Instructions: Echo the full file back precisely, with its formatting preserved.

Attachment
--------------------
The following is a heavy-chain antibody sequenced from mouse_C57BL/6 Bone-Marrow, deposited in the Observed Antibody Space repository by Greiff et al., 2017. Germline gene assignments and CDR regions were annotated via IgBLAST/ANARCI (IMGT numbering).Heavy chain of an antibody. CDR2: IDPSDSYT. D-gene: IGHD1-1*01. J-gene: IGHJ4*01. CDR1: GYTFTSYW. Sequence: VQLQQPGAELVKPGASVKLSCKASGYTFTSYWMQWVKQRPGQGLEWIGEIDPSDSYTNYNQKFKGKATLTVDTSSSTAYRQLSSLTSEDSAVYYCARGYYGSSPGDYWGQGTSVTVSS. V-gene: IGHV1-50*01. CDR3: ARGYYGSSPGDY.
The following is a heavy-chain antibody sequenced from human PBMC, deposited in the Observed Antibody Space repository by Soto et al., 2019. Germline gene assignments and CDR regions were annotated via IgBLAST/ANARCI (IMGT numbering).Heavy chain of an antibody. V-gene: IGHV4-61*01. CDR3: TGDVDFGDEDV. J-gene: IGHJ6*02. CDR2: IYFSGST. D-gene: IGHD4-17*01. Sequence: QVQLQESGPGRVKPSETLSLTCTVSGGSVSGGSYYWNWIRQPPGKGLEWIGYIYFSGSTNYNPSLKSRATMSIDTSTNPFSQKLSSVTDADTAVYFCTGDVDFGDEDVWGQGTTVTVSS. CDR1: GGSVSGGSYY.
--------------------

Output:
The following is a heavy-chain antibody sequenced from mouse_C57BL/6 Bone-Marrow, deposited in the Observed Antibody Space repository by Greiff et al., 2017. Germline gene assignments and CDR regions were annotated via IgBLAST/ANARCI (IMGT numbering).Heavy chain of an antibody. CDR2: IDPSDSYT. D-gene: IGHD1-1*01. J-gene: IGHJ4*01. CDR1: GYTFTSYW. Sequence: VQLQQPGAELVKPGASVKLSCKASGYTFTSYWMQWVKQRPGQGLEWIGEIDPSDSYTNYNQKFKGKATLTVDTSSSTAYRQLSSLTSEDSAVYYCARGYYGSSPGDYWGQGTSVTVSS. V-gene: IGHV1-50*01. CDR3: ARGYYGSSPGDY.
The following is a heavy-chain antibody sequenced from human PBMC, deposited in the Observed Antibody Space repository by Soto et al., 2019. Germline gene assignments and CDR regions were annotated via IgBLAST/ANARCI (IMGT numbering).Heavy chain of an antibody. V-gene: IGHV4-61*01. CDR3: TGDVDFGDEDV. J-gene: IGHJ6*02. CDR2: IYFSGST. D-gene: IGHD4-17*01. Sequence: QVQLQESGPGRVKPSETLSLTCTVSGGSVSGGSYYWNWIRQPPGKGLEWIGYIYFSGSTNYNPSLKSRATMSIDTSTNPFSQKLSSVTDADTAVYFCTGDVDFGDEDVWGQGTTVTVSS. CDR1: GGSVSGGSYY.